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Everything You Need To Know About The UK Government Debt

By David Pritchard

The laws on the Trust Registration Service have changed, which has led new legislation to come into effect because of the Covid-19 borrowings. 

 

The government wants to make sure that they’ve got a register of all the trusts in the UK, in order to be certain that those trusts are paying the right amount of taxes. Due to the extra £300 billion that we borrowed as a result of the pandemic, we’ve now got extra sums of money to pay back to the NHS, for example. 

 

However, before Covid-19 even happened, the UK government was already a trillion pounds in debt, and needed to repay £80 billion of that debt this year (which is far more than we spend on anything, other than hospitals). 

 

In this blog, I will explain how UK government debt works. 

 

Gilts and bonds

 

When the UK government needs to borrow money, they are issued “gilts” (we will look at which institution in the UK issues these gilts to the government shortly). A gilt is a fixed-term loan (or bond) at a fixed rate of interest, and a guarantee of the capital back at the end of it.

 

The UK can issue what is called a “tenure index length bond”. It means you would get indexation, which is an adjusted price to combat things like inflation, plus 0.5% or 0.25% of interest. And that would be considered your interest rate for the next ten years. It comes in multiples of £100. So, in the event you put £10,000 into a gilt, you will get your interest returned to you over the following decade. 

 

However, a lot of the gilts aren’t index length, because indexation to inflation is currently at a high point. A lot of gilts are issued at slightly fixed rates. Taking this into account, you can get a 20-year gilt at a 3% rate of interest each year until you make the £10,000 back at the end of that period.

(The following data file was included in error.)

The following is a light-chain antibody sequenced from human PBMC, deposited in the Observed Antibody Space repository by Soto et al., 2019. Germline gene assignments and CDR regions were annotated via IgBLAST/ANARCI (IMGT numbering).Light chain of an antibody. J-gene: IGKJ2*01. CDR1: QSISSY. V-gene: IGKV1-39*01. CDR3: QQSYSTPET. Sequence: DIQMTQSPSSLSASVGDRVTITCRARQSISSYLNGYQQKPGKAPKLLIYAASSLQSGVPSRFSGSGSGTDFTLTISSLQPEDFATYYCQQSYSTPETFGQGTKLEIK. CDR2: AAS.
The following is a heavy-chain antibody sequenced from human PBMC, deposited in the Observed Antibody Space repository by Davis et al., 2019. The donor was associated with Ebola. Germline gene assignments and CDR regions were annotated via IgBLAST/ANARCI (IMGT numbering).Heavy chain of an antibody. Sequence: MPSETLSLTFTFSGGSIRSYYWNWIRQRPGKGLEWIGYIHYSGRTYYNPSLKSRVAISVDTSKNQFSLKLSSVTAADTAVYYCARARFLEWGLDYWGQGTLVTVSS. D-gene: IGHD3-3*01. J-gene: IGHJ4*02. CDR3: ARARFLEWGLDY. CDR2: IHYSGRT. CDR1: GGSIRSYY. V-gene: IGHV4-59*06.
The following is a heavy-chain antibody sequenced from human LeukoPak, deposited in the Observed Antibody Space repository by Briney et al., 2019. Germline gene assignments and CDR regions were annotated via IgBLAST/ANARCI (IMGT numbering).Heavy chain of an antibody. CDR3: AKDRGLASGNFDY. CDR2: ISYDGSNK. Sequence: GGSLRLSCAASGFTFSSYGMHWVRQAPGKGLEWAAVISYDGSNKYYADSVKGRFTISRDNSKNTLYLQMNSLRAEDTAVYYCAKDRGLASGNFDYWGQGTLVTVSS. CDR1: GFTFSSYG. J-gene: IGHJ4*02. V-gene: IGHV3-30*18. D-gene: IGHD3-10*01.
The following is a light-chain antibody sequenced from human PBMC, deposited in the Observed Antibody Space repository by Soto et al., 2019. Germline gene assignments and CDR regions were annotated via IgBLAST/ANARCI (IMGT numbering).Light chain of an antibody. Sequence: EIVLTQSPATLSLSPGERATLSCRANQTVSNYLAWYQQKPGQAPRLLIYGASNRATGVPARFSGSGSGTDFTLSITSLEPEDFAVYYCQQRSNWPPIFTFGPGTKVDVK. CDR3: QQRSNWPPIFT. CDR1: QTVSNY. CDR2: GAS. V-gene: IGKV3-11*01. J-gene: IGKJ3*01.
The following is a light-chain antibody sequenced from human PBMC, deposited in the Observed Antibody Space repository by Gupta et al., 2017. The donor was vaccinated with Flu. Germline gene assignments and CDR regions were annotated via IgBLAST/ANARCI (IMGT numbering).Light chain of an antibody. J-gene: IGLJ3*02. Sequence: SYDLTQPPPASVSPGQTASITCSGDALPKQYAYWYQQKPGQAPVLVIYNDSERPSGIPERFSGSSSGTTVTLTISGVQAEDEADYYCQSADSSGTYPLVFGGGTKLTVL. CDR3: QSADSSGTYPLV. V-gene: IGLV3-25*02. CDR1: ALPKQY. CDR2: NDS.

Who issues the gilt to the UK government?

 

The short answer is the Bank of England. 

 

Within the government, there’s a department attached to the Bank of England that issues gilts. That means that one of the few saving graces of the £300 billion we borrowed during the pandemic is the fact that, over the last two years, interest rates have been at their lowest since 1694. 

 

Basically, no interest rates were given out by the Bank of England; they used a base rate known as the interbank rate. 

 

Once the Bank of England says interest rates are going to be 1%, they will lend money to the big banks at the said 1%. Those big banks then set their interest rates based on what they need to borrow.

 

From this perspective, our banks make their income through giving people loans where they (the bank) make back a percentage over time. The loan can be for a mortgage or to invest in a small business, for example. Traditionally, that’s how banks have made their profits. 

 

When it comes to how the Bank of England lends, and the UK government receives their gilts, the process works in the same way. 

 

I hope this information was useful to you. If you’re curious to learn more, feel free to email me directly for any further information at david@applewoodindependent.co.uk